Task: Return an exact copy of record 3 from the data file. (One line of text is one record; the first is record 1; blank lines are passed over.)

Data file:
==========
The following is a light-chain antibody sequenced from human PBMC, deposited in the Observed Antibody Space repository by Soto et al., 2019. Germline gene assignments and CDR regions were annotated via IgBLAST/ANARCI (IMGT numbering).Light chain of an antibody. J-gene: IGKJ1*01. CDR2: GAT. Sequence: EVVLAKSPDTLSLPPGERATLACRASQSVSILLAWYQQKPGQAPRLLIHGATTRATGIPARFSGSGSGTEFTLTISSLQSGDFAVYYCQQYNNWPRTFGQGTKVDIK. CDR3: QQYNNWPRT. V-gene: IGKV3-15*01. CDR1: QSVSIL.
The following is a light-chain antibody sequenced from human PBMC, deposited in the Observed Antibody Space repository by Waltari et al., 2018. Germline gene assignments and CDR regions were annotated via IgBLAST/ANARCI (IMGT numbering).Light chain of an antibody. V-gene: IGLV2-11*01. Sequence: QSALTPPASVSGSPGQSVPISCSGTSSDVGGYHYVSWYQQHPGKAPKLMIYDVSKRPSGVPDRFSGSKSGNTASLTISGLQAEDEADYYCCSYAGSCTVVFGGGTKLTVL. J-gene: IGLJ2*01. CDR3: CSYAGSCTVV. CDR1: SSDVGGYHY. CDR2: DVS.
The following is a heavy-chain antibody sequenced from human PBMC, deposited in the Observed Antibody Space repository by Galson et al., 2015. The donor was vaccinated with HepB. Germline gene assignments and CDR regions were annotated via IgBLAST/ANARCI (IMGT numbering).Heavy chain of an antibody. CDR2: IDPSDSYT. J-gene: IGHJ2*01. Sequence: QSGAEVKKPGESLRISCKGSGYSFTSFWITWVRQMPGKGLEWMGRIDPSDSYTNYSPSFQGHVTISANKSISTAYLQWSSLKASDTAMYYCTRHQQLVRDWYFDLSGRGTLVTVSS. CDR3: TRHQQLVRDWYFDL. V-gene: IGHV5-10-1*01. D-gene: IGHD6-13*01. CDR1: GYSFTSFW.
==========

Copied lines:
The following is a heavy-chain antibody sequenced from human PBMC, deposited in the Observed Antibody Space repository by Galson et al., 2015. The donor was vaccinated with HepB. Germline gene assignments and CDR regions were annotated via IgBLAST/ANARCI (IMGT numbering).Heavy chain of an antibody. CDR2: IDPSDSYT. J-gene: IGHJ2*01. Sequence: QSGAEVKKPGESLRISCKGSGYSFTSFWITWVRQMPGKGLEWMGRIDPSDSYTNYSPSFQGHVTISANKSISTAYLQWSSLKASDTAMYYCTRHQQLVRDWYFDLSGRGTLVTVSS. CDR3: TRHQQLVRDWYFDL. V-gene: IGHV5-10-1*01. D-gene: IGHD6-13*01. CDR1: GYSFTSFW.